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Photography of Alvaro Montoro being a doofus
Alvaro Montoro

Proud Spaniard

Digital Ocean Hackathon App: PWA time

dohackathon hackathon digitalocean

There's one last step before completing the app (independently of adding new dictionaries, but that's a different story): transforming it into a PWA.

A Progressive Web Application (PWA) will serve two purposes in this case:

  • Make it appear like a native app (if it's saved on the home screen).
  • Cache the values so it works offline or with slow connections.

Dwindle is a static app. And it can be self-contained: once the content and the dictionaries are loaded, there's no real need for the Internet any more (apart from to publish into Twitter, d'uh!)

By transforming Dwindle into a PWA, we will make it faster (pulled from cache) and available offline. So we are going to follow this DEV post about how to build a PWA (it's something that I've done in the past for my personal website, but I have to admit that I forgot.)

Some of the steps I had to follow:

  • Create a manifest.json
  • Create different icons for different resolutions
  • Link the icons and manifest in the HTML
  • Create the service worker to save in cache and fetch from cache
  • Register the service worker

The code of the service worker was:

const STATIC_DWINDLE = "dev-dwindle-site-v1";
const urlsToCache = [
  "/",
  "/index.html",
  "/fav.ico",
  // ... rest of the assets
];

self.addEventListener("install", function(event) {
  // Perform install steps
  event.waitUntil(
    caches.open(STATIC_DWINDLE).then(function(cache) {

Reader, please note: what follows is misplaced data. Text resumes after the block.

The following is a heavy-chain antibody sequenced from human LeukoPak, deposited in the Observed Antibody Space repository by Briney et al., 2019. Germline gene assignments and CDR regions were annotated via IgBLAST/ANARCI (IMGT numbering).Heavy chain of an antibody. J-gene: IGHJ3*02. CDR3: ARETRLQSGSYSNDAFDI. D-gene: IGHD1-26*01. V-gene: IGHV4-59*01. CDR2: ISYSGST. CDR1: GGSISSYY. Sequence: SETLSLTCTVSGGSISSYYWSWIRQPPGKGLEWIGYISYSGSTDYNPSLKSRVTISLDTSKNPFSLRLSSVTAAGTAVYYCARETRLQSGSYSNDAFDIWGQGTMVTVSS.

console.log("Opened cache");
      return cache.addAll(urlsToCache);
    })
  );
});

self.addEventListener("fetch", function(event) {
  event.respondWith(
    fetch(event.request).catch(function() {
      return caches.match(event.request);
    })
  );
});

I placed that file at the root level of the website, and then in my code.js file, I registered the service worker like this:

// initizalize service worker
if ("serviceWorker" in navigator) {
  window.addEventListener("load", function () {
    navigator.serviceWorker
      .register("/serviceWorker.js")
      .then(res => console.log("Service worker registered"))
      .catch(err => console.log("Service worker not registered", err));
  });
}

After a short moment of error –mainly because I had placed the service worker in the js folder but was trying to read it from the root–, the service worker was registered correctly, the cache was filled correctly, and we have a PWA!

Run Lighthouse and:

Screenshot of Lighthouse report: everything at 100 + PWA badge active

Yes, that deserves some fireworks!

And for the accessibility tests, they are still doing fine:

Screenshot of Wave report: no errors

That deserves some fireworks too!

Summary of the day

The positives:

  • Made the app into a PWA
  • All tests are positive

The not so positives

  • It could have a better design
  • Only 2 days left!

Although the two days left are not as important anymore: the app is basically complete. The only thing left to do is to prepare the submission.

Article originally published on